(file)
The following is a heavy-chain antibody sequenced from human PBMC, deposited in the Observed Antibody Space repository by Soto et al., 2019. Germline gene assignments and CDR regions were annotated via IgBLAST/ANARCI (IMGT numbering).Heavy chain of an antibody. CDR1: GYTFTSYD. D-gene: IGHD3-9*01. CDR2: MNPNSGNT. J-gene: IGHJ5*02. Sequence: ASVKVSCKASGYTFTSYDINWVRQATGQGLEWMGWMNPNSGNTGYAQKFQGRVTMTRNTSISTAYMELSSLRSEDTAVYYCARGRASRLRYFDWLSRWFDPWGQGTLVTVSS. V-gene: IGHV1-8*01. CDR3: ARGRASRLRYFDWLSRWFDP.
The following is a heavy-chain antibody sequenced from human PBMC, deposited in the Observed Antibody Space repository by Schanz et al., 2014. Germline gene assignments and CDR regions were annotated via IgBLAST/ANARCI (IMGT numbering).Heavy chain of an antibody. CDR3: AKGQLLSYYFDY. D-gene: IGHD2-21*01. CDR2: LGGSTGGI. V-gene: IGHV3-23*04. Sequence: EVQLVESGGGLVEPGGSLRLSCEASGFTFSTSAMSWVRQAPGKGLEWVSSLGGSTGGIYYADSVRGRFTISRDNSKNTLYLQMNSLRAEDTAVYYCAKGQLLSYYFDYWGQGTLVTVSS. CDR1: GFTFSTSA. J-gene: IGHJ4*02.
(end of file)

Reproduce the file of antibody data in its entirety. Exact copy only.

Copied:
The following is a heavy-chain antibody sequenced from human PBMC, deposited in the Observed Antibody Space repository by Soto et al., 2019. Germline gene assignments and CDR regions were annotated via IgBLAST/ANARCI (IMGT numbering).Heavy chain of an antibody. CDR1: GYTFTSYD. D-gene: IGHD3-9*01. CDR2: MNPNSGNT. J-gene: IGHJ5*02. Sequence: ASVKVSCKASGYTFTSYDINWVRQATGQGLEWMGWMNPNSGNTGYAQKFQGRVTMTRNTSISTAYMELSSLRSEDTAVYYCARGRASRLRYFDWLSRWFDPWGQGTLVTVSS. V-gene: IGHV1-8*01. CDR3: ARGRASRLRYFDWLSRWFDP.
The following is a heavy-chain antibody sequenced from human PBMC, deposited in the Observed Antibody Space repository by Schanz et al., 2014. Germline gene assignments and CDR regions were annotated via IgBLAST/ANARCI (IMGT numbering).Heavy chain of an antibody. CDR3: AKGQLLSYYFDY. D-gene: IGHD2-21*01. CDR2: LGGSTGGI. V-gene: IGHV3-23*04. Sequence: EVQLVESGGGLVEPGGSLRLSCEASGFTFSTSAMSWVRQAPGKGLEWVSSLGGSTGGIYYADSVRGRFTISRDNSKNTLYLQMNSLRAEDTAVYYCAKGQLLSYYFDYWGQGTLVTVSS. CDR1: GFTFSTSA. J-gene: IGHJ4*02.